MGM STUDIOS v. GROKSTER

Print this Page
Case Basics
Docket No. 
04-480
Petitioner 
Metro-Goldwyn-Mayer Studios Inc., et al.
Respondent 
Grokster, Ltd., et al.
Advocates
(argued the cause for Petitioners)
(argued the cause for Petitioners)
(argued the cause for Respondents)
Tags
Term:
Facts of the Case 

Grokster and other companies distributed free software that allowed computer users to share electronic files through peer-to-peer networks. In such networks, users can share digital files directly between their computers, without the use of a central server. Users employed the software primarily to download copyrighted files, file-sharing which the software companies knew about and encouraged. The companies profited from advertising revenue, since they streamed ads to the software users. A group of movie studios and other copyright holders sued and alleged that Grokster and the other companies violated the Copyright Act by intentionally distributing software to enable users to infringe copyrighted works. The district court ruled for Grokster, reasoning that the software distribution companies were not liable for copyright violations stemming from their software, which could have been used lawfully. The Ninth Circuit affirmed.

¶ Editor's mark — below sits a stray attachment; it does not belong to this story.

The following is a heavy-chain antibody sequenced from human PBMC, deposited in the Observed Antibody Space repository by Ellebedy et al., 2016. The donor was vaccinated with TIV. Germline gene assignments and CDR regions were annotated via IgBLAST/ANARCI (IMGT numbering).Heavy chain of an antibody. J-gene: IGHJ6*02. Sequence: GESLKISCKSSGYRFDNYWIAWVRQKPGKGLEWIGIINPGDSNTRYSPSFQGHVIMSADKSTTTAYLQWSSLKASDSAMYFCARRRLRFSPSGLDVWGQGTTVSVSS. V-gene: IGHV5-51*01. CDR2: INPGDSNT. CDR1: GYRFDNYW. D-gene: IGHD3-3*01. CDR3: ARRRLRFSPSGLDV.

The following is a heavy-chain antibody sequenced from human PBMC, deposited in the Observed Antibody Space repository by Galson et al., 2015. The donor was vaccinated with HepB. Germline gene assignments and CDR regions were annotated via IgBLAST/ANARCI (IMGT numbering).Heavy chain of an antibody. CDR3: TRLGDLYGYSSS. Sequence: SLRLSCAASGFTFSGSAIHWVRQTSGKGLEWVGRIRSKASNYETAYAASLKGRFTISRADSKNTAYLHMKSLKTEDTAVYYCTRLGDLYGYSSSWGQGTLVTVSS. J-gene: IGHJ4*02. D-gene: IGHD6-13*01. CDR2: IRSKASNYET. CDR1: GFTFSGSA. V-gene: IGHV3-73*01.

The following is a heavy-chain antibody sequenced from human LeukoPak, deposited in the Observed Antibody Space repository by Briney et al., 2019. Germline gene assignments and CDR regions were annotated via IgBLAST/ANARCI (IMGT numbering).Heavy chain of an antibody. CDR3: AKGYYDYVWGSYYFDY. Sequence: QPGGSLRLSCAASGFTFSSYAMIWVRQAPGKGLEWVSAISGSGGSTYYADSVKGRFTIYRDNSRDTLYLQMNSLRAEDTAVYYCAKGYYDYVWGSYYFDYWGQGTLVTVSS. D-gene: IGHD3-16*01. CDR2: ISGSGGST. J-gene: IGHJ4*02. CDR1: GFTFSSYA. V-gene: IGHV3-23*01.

Question 

Were companies that distributed file-sharing software, and encouraged and profited from direct copyright infringement using such software, liable for the infringement?

Conclusion 
Decision: 9 votes for MGM Studios, 0 vote(s) against
Legal provision: 17 U.S.C. 101

Yes. In a unanimous opinion delivered by Justice David Souter, the Court held that companies that distributed software, and promoted that software to infringe copyrights, were liable for the resulting acts of infringement. The Court argued that although the Copyright Act did not expressly make anyone liable for another's infringement, secondary liability doctrines applied here. The software in this case was used so widely to infringe copyrights that it would have been immensely difficult to deal with each individual infringer. The "only practical alternative" was to go against the software distributor for secondary liability. Here the software companies were liable for encouraging and profiting from direct infringement.

Cite this Page
MGM STUDIOS v. GROKSTER. The Oyez Project at IIT Chicago-Kent College of Law. 02 September 2014. <http://www.oyez.org/cases/2000-2009/2004/2004_04_480/>.
MGM STUDIOS v. GROKSTER, The Oyez Project at IIT Chicago-Kent College of Law, http://www.oyez.org/cases/2000-2009/2004/2004_04_480/ (last visited September 2, 2014).
"MGM STUDIOS v. GROKSTER," The Oyez Project at IIT Chicago-Kent College of Law, accessed September 2, 2014, http://www.oyez.org/cases/2000-2009/2004/2004_04_480/.